Weather will determine product choice for controlling cleavers
UK - April 21, 2010
Growers must be on their guard against a late flush of broad-leaved weeds and cleavers now that weather conditions are warming up, according to crop protection specialists Hutchinsons, who operate a team of over 130 arable agronomists throughout the UK.
"Cleavers have such a negative impact on winter wheat yields that growers simply cannot afford not to control them effectively. April is generally the most cost-effective time to do so because temperatures are rising and weeds are growing quickly. However, the continued cool weather this year has created a very complex situation because cleavers and other broad-leaved weeds remain slow to develop. Correct product selection therefore becomes the key to effective control," emphasises Technical Support Manager Duncan Connabeer.
"In many of the major grain-producing areas very few growers, probably less than 10 per cent, were able to apply the broad-spectrum grass weed herbicide Atlantis WG (mesosulfuron + iodosulfuron) during the autumn. Following the prolonged spell of cold spring weather, crops in most regions have really only begun to develop during the last two or three weeks. There has been a flush of broadleaved weeds over the last 14 days, but few cleavers at present.
"The need to apply fungicides, particularly on varieties which are susceptible to the 'Solstice' strain of yellow rust, is driving farmers towards using multiple product tank-mixes. But I would urge caution so as to avoid applying too many products at the same time. This need to prioritise makes it likely that many growers will delay cleavers control until late April or May. Each situation will then need to be assessed on its own merits, products selected according to the weather conditions prevailing at the time of application and rates managed accordingly. If, as they are now, cleavers are stressed and slow-growing it is vital to use the full recommended application rates. When they start to develop more rapidly it might be possible to adjust the rate."
"Cleavers are three times more competitive than wild oats and seven times more than blackgrass, which leads to very high levels of crop losses if they are not controlled effectively," emphasises Stuart Jackson of Dow AgroSciences. "However, cleavers' prolonged emergence pattern makes it difficult to determine the best control strategy. The precise timing of emergence and balance between the autumn and spring flushes does vary, while the timing and abundance of the spring flush is difficult to predict because it varies between individual sites and from year to year. If you attempt to control cleavers too early in the spring you run the risk of missing later-emerging plants, but leave it too late and the risk is of crop damage from early weed-crop competition, potentially poorer control and significant yield loss.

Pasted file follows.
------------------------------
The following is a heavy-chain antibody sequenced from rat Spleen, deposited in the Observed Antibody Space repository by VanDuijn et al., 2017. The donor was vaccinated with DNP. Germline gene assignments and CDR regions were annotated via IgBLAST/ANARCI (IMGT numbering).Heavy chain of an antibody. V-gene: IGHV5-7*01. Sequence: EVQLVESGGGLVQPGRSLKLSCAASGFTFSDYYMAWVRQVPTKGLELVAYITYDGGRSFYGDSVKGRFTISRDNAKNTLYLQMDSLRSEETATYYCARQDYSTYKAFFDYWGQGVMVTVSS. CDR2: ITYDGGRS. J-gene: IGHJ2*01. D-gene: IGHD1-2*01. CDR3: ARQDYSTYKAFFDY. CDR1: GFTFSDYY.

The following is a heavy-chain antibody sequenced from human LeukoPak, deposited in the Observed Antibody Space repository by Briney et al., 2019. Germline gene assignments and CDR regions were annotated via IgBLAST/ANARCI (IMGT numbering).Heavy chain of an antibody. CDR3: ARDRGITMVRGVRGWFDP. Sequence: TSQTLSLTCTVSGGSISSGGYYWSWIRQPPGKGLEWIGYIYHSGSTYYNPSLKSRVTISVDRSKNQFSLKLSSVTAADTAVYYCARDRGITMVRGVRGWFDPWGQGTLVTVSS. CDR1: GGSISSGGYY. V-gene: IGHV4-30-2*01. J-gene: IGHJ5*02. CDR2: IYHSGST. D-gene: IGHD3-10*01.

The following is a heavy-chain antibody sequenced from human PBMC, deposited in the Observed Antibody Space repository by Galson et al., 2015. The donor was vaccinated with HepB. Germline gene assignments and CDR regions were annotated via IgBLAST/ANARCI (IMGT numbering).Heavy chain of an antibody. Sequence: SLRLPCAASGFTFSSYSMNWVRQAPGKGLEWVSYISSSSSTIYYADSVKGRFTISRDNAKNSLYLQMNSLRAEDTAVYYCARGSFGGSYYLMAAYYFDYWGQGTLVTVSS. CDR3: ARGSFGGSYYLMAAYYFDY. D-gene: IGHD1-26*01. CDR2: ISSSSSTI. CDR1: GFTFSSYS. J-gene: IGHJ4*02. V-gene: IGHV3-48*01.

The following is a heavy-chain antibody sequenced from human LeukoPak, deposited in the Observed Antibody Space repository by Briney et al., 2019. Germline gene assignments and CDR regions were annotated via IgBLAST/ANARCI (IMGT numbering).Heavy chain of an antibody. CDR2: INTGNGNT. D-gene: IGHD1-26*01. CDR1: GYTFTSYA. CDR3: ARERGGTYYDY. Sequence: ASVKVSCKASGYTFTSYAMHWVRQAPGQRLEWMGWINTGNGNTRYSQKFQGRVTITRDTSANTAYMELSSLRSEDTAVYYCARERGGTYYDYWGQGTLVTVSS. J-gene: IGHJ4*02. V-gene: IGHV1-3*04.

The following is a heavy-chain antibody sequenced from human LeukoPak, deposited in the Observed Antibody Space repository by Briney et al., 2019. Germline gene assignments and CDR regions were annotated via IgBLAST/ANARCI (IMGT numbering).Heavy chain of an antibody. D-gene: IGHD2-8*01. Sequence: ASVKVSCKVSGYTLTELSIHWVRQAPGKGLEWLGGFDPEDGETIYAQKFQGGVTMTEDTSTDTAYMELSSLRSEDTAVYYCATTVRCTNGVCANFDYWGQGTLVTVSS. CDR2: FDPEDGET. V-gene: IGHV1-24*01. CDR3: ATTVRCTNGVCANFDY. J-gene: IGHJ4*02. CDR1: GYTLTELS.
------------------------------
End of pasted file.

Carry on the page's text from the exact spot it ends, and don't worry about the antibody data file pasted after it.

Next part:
"During February and March it is essential to select a product which delivers consistently high levels of control. It must take out slow-growing cleavers together with plants that have been affected by autumn treatments, and which will work in a range of temperature/weather conditions. Speed of control is not important at this stage, so products based on florasulam, such as Boxer*, are most effective.
"By April, speed of control becomes more important, so products must control both fast- and slow-growing cleavers and work in a range of conditions, especially when daytime temperatures are relatively high, but the nights are cool. It is also essential that they can be tank-mixed with others that are applied at that time. Products such as Starane XL* which combine florasulam and fluroxypyr will achieve that.
"After GS32, speed of control becomes essential to get on top of fast-growing cleavers, preventing them from smothering the crop and competing for light. They can be controlled successfully by later applications, but the longer that they are left after that time the greater will be the yield penalty. Products based on fluroxypyr again provide the best solution under fast-growing conditions because they deliver rapid control.
"A successful management strategy for cleavers, and indeed any other weeds, must address long-term population dynamics of the species and be based on a sound understanding of the biology of the weed over the course of the complete rotation. To control or reduce the cleavers population in winter wheat, for example, a herbicide must be 95%-100% effective and, just as with grass-weeds, cultural control methods can help to take the pressure off herbicide programmes."
More information on achieving effective control of cleavers is available at www.dowagro.com/uk